through the sleepless nights,
Each tear entered in your ledger,
each ache written in your book.

God, you did everything you promised,
and I’m thanking you with all my heart.
You pulled me from the brink of death,
my feet from the cliff-edge of doom.
Now I stroll at leisure with God
in the sunlit fields of life.”

Psalm 56:8, 12-13 MSG

 

 

 

 

 

An Unwelcome, Unwanted Gift

Charlie Brown was known for saying “Good grief!” when he was frustrated. There a very few of us that would consider grief “Good”. But, I’ve learned that grief is a gift.

My first months after my husband’s death were dark. I remember functioning on some level. The pain of grief was numbing. The colors weren’t there. The sun seemed to have disappeared. I felt as if I was trying to swim through mud: exhausted but getting no where. I spent hours in the darkness of night walking in circles and asking God “WHY?”

Many people would tell me I should be happy that my husband was with God. When the tears would start, they would try to make things better, to encourage me to be strong. I had read 1 Thessalonians 4:13 many times:

“But I would not have you to be ignorant, brethren, concerning them which are asleep, that ye sorrow not, even as others which have no hope.”

1 Thessalonians 4:13 KJV

Unfortunately, I took this verse to mean that I should not grieve. I felt guilty for grieving. I tried to hide my pain. I struggled with my faith. Was I just not strong enough?

I was blessed to have friends that understood grief. They walked beside me. They allowed my grief to bubble over into their lives. They didn’t try to “fix”me. They just stood with me. They allowed me to learn what a gift grief can be.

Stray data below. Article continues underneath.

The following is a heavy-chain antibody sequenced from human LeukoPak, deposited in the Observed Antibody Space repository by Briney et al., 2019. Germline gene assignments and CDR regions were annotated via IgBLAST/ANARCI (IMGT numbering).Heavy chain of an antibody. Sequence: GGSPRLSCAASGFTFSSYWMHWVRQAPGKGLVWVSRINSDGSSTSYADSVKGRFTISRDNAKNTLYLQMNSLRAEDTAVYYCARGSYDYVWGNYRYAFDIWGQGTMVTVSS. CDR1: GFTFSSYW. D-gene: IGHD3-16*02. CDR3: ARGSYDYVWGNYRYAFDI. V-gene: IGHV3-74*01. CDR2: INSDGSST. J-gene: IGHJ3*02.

Most of us try to avoid pain, to avoid grief. We don’t talk about death. Too often children aren’t exposed to the sorrow of death and funerals. We “protect” them from seeing our own grief. And they are not prepared for tragedy when it occurs.

But death is a reality. Sometimes it comes too early and the questions keep coming. I found myself pointing out people that I didn’t think deserved to be living and asking God why he took my husband and left them. I screamed and begged to have him back or to be taken to be with him.

But one day, I realized that Terry’s death was his reward. He was exactly where he wanted to be. He wasn’t missing a thing. I was grieving for what I had lost. And that was ok. I didn’t have to feel guilty or hide it. I missed my husband. My kids missed their dad and the tears were a symbol of our love for him. I had a new understanding of 1 Thessalonians 4:13-14:

“And regarding the question, friends, that has come up about what happens to those already dead and buried, we don’t want you in the dark any longer. First off, you must not carry on over them like people who have nothing to look forward to, as if the grave were the last word. Since Jesus died and broke loose from the grave, God will most certainly bring back to life those who died in Jesus.”

1 Thessalonians 4:13-14 MSG

When one loses a great love, grief is the result. It’s our last connection to that loved one. The grief will not always bring tears. The grief will not always be paralyzing. Grief will not remain acute. As you move through the process, it becomes chronic: enduring and sometimes recurring. You come to accept the dance with grief. It is bittersweet. A gift of love and memories.